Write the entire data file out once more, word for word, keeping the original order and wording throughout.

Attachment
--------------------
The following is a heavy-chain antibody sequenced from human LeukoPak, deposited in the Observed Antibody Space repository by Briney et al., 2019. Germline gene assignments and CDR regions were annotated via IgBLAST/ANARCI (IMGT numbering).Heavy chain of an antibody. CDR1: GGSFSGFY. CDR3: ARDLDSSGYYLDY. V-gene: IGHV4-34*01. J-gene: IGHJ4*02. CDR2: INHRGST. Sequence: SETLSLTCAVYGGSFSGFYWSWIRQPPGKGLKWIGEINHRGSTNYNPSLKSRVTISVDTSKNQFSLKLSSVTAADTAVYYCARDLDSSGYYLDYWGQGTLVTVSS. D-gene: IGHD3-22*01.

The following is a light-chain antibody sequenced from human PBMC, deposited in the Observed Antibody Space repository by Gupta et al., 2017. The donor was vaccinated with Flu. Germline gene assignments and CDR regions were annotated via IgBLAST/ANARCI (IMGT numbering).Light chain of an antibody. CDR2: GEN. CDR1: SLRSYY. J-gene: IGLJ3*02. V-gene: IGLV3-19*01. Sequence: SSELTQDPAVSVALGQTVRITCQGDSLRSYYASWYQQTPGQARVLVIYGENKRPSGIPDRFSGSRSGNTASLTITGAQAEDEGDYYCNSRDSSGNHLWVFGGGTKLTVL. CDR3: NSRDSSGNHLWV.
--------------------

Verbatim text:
The following is a heavy-chain antibody sequenced from human LeukoPak, deposited in the Observed Antibody Space repository by Briney et al., 2019. Germline gene assignments and CDR regions were annotated via IgBLAST/ANARCI (IMGT numbering).Heavy chain of an antibody. CDR1: GGSFSGFY. CDR3: ARDLDSSGYYLDY. V-gene: IGHV4-34*01. J-gene: IGHJ4*02. CDR2: INHRGST. Sequence: SETLSLTCAVYGGSFSGFYWSWIRQPPGKGLKWIGEINHRGSTNYNPSLKSRVTISVDTSKNQFSLKLSSVTAADTAVYYCARDLDSSGYYLDYWGQGTLVTVSS. D-gene: IGHD3-22*01.

The following is a light-chain antibody sequenced from human PBMC, deposited in the Observed Antibody Space repository by Gupta et al., 2017. The donor was vaccinated with Flu. Germline gene assignments and CDR regions were annotated via IgBLAST/ANARCI (IMGT numbering).Light chain of an antibody. CDR2: GEN. CDR1: SLRSYY. J-gene: IGLJ3*02. V-gene: IGLV3-19*01. Sequence: SSELTQDPAVSVALGQTVRITCQGDSLRSYYASWYQQTPGQARVLVIYGENKRPSGIPDRFSGSRSGNTASLTITGAQAEDEGDYYCNSRDSSGNHLWVFGGGTKLTVL. CDR3: NSRDSSGNHLWV.